Assume Pn(t) = P[N(t) = n]
N(t) has possible values 0,1,2,… since it is possibleto have any number of customers in line.
Considering a time step of size t, N(t) forms a MarkovChain, with a transition matrix of:
A = (1-t 0 0 0 . . . t 1-t 0 0 . . . 0 t 1- t 0 . . .
)
t t t
1-t 1-t 1-t
State Diagram of Transition Matrix
Xt+t = AXt is the state equation for each time step size t, where:
(P0(t)P1(t) :Pn(t) :
)Xt =
After Matrix Multiplication: we have the followingsystem of equations:
P0(t+t) = (1-t)P0(t) P1(t+t) = tP0(t)+(1-t)P1(t)
Pn(t+t) = tPn-1(t)+(1-t)Pn(t)
These equations can then be rearranged to make difference quotients.
Letting t go to zero we obtain a system of differentialequations. For n 1,
Pn’(t) = limt0
= [Pn-1(t) – Pn(t)],
and for n = 0,
P0’(t) = -P0(t)
This equation is the exponential differential equation with initial condition that there are no arrivals (P0(0) = 1). This gives:
P0(t) = e-t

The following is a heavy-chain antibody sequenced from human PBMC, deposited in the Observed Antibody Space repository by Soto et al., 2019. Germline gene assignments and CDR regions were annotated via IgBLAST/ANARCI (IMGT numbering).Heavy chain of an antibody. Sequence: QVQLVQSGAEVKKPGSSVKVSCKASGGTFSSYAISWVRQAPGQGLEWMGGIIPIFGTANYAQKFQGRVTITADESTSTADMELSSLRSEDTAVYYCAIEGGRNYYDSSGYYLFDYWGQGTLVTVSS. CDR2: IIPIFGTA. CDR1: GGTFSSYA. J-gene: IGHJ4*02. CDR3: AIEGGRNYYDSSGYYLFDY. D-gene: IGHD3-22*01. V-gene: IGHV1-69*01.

Pn(t+ t) – Pn(t) t
Similarly, letting n=1,
P1’(t) = [P0(t)- P1(t)]= [e-t - P1(t)]
This is a first-order linear differential equationwhich can be solved by multiplying by theintegrating factor et.
ddt
[etP1(t)] = so that etP1(t) = t+c
The initial condition P0(0) =1 implies Pn(0) = 0for all n 1, thus:
P1(t) = te-t
It can be shown by induction that the system of differential equations has solution:
Pn(t) = e-t(t)n for t0, n = 0,1,2,… n!
•Known as a homogeneous Poisson process with rate . ( does not depend on time variable t)•Mean is t (t customers during time interval of length t)
Ex. = 2 customers/minute, t =5 minutes t = 5*2 = 10 customers over 5 minutes
Many Customers, 1 Server
• Let N(t) = number of individuals at checkout counter at time t.